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09 April 2006

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rpe

Some time ago I read about the Chinese intervention in the Korean war and how devastatingly effective large forces of well led light infantry can be, especially when they can cut a heavy mechanized forces supply lines.
If a large Iranian force of light infantry, lavishly equipped with wire guided antitank missiles, manpads, and mortars, with the aid of their Shia allies in the south of Iraq set out to cut our supply lines it would require a very, large, force to reopen the supply line and keeping it open would present a real challenge. Where are these troops going to come from ?

If the Iranians move against us strongly in Afghanistan with the aid of their many local allies how would we stop them ? If the report from Hersh is correct and we do intend to use a nuclear bonb on Nanantz the fallout would reach into Pakistan. Does anyone think the Pakistani government, with its citizens dying from fallout from an American bomb, will be willing to allow us to resupply our troops in Afghanistan ?
Does anyone believe that, if it did work with us in these circumstances, it would long survive ?
I keep reading that the administration expects the Iranians to reply to an air attack on them with terror attacks. Why do they think the Iranians, with thousands of their people dead and dying, would limit their retaliation in any way ?
There is good reason to believe that the Iranians have large numbers of mobile antiship missile launchers positioned to close the Gulf to our navy and the ships that resupply our men in Iraq. Where are the troops going to come from to secure the large segment of the Iranian coast needed to stop the Iranians from sinking our ships at will ?
Does the Navy think it can fight each and every ship through the Gulf without the use of land troops ?
I sincerely hope that someone in the administration has thought these and many other issues through. If not we could be in for a very interesting and lively time.

W. Patrick Lang

rpe

Good thinking, but I do believe the navy can probably handle its own problems. The interdiction of LOCs is a different matter in just the way you say. pl

b

Seaways are LOCs and are vulnerable to the same tactics that land LOCs are.

J

Colonel,

i don't think that the 'current' jcs will be putting on their thinking-caps anytime soon, as they appear (sadly) cowd by the bush neocons, and are incapable of independent military thought and action.

i'm glad that past jcs's can't see what is happening today, so so sad.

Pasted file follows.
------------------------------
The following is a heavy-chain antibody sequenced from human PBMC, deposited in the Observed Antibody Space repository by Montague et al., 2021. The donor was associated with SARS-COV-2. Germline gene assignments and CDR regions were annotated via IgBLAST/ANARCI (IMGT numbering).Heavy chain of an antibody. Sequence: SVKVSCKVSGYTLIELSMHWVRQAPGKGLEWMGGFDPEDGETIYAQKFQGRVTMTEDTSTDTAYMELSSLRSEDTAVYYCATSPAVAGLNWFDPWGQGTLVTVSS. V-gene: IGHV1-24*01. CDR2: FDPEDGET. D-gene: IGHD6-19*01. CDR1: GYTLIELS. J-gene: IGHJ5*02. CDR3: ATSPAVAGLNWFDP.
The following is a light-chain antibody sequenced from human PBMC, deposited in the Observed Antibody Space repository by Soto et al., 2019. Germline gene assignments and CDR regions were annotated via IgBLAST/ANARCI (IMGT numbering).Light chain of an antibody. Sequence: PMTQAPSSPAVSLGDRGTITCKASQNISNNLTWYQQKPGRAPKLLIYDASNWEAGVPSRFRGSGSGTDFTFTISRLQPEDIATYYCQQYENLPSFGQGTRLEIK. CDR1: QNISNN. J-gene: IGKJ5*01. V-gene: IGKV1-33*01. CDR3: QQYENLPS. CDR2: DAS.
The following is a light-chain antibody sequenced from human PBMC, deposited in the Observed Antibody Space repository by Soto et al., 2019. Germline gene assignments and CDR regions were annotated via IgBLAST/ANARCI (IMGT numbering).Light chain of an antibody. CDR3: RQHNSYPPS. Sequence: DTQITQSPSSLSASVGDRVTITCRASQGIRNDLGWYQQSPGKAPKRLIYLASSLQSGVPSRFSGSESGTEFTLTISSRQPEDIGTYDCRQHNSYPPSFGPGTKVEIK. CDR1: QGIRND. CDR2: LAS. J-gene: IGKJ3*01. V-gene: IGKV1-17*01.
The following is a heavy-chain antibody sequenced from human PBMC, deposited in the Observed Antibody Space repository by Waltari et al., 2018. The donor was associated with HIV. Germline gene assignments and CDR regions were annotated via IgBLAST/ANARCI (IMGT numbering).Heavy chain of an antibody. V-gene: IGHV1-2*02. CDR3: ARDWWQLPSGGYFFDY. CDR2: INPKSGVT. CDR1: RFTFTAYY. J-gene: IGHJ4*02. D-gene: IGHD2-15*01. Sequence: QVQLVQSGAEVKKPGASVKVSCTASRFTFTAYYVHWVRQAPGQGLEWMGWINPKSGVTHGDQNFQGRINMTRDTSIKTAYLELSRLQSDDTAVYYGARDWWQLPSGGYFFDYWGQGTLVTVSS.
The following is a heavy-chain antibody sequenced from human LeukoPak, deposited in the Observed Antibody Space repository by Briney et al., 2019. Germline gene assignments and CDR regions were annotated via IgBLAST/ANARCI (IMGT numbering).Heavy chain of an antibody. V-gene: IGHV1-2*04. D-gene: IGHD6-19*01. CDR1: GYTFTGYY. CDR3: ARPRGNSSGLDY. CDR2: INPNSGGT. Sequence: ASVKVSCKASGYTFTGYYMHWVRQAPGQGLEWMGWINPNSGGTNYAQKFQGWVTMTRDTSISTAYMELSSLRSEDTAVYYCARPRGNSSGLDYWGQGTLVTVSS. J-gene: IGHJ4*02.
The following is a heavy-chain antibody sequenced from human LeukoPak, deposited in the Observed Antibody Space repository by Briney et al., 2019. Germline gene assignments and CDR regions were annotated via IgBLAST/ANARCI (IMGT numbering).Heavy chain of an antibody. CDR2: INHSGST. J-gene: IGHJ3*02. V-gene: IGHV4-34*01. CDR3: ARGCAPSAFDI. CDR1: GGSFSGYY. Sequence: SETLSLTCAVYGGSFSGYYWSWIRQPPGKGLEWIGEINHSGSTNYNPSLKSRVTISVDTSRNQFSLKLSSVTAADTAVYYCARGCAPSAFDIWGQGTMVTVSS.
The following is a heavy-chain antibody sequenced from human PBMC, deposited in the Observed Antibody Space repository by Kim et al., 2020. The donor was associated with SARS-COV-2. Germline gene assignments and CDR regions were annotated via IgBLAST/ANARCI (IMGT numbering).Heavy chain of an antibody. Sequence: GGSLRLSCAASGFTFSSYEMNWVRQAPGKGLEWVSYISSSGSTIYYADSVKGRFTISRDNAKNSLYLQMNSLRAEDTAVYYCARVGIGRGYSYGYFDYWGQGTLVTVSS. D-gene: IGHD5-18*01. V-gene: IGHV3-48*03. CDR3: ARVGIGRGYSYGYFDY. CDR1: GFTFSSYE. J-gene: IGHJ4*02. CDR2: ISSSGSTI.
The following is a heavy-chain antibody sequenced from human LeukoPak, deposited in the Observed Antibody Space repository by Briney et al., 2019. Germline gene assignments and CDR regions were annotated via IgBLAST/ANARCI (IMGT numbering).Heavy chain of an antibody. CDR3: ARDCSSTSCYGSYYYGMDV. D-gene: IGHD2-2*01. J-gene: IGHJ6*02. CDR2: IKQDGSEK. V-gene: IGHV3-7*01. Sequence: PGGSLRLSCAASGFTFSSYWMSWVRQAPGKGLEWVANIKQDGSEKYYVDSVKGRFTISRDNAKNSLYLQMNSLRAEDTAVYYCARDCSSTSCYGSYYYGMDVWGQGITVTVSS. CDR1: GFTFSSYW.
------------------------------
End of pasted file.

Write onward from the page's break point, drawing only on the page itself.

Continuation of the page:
ckrantz

Maybe a stupid question but are there enough troops available to secure 'shialand' on short notice? Especially if Iranian regulars or 'advicers' move in largescale in case of a strike on Iran.

I'm obviously not military but if the Shia in the south turns against the US wouldn't that be the end of the US presence in Iraq?

zanzibar

I can understand why folks are concerned about a US attack on Iran. At this stage of the game with the quagmire in Iraq, the probability of a US led attack on Iran is very low. The US needs Iran to sort out Iraq. And the outcomes are too uncertain of air strikes on Iran that saner heads in the military will prevail. At the very least we will have many whistleblowers not just a Gen. Shinseki. Gen. Zinni recently has been very eloquent on the TV shows. I have no doubt that our military have many smart officers that will not be brow beaten that easily now. Bush and the neocons are in a weakened state. Only the diehards will believe them. Their credibility is shot. As many astute strategists state we have to arrive at a political undertsanding with Iran. The question is will the theocrats in Iran see it the same way? Maybe they do not see their political future in the prism of US opposition and martyrdom. That is far too suicidal for a regime that has visions of dominance.

W. Patrick Lang

Zanzibar

"The question is will the theocrats in Iran see it the same way?"

I think that you are projecting a western viewpoint onto them and that they are not interested in doing anything with us other than humiliate us. pl

W. Patrick Lang

ckrantz

"on short notice?" Depends on what that means. pl

W. Patrick Lang

b

Quite right about the "sealanes being LOCs. Having watched the USN at work in the same waters. I have assumed that the fleet will keep the sealane open from the Arabian Sea to Kuwait. No?? pl

Mac Nayeri

PL:

What is that makes you believe
"that they are not interested in doing anything with us other than humiliate us?"

M

Serving Patriot

COL,

Given what Hersch has recently written, a more interesting question is "would the military really do it?" (use tactical nukes). It is almost impossible to conceive, but yet, like OIF, this very real possibility continues to move forward (seemingly of its own momentum). Scary times ahead - now even scarier when one considers that Hersch has normally been about 6 months ahead of events in his "news scoops."

Makes one wonder even more about Bacevich's and Dunlap's comments in the recent Harper's article "American Coup D'etat" (Apr 06). Gives the Hersch article another disturbing dimension.

SP

ked